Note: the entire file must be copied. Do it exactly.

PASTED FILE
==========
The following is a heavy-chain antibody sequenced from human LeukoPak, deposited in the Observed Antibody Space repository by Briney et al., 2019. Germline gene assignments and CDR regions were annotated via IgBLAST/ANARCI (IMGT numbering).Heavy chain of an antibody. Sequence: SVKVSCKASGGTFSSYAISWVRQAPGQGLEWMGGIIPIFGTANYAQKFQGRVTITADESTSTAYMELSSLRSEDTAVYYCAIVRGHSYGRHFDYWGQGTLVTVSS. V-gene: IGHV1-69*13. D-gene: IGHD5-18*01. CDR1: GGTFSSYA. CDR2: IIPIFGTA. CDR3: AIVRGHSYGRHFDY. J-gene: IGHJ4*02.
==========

The following is a heavy-chain antibody sequenced from human LeukoPak, deposited in the Observed Antibody Space repository by Briney et al., 2019. Germline gene assignments and CDR regions were annotated via IgBLAST/ANARCI (IMGT numbering).Heavy chain of an antibody. Sequence: SVKVSCKASGGTFSSYAISWVRQAPGQGLEWMGGIIPIFGTANYAQKFQGRVTITADESTSTAYMELSSLRSEDTAVYYCAIVRGHSYGRHFDYWGQGTLVTVSS. V-gene: IGHV1-69*13. D-gene: IGHD5-18*01. CDR1: GGTFSSYA. CDR2: IIPIFGTA. CDR3: AIVRGHSYGRHFDY. J-gene: IGHJ4*02.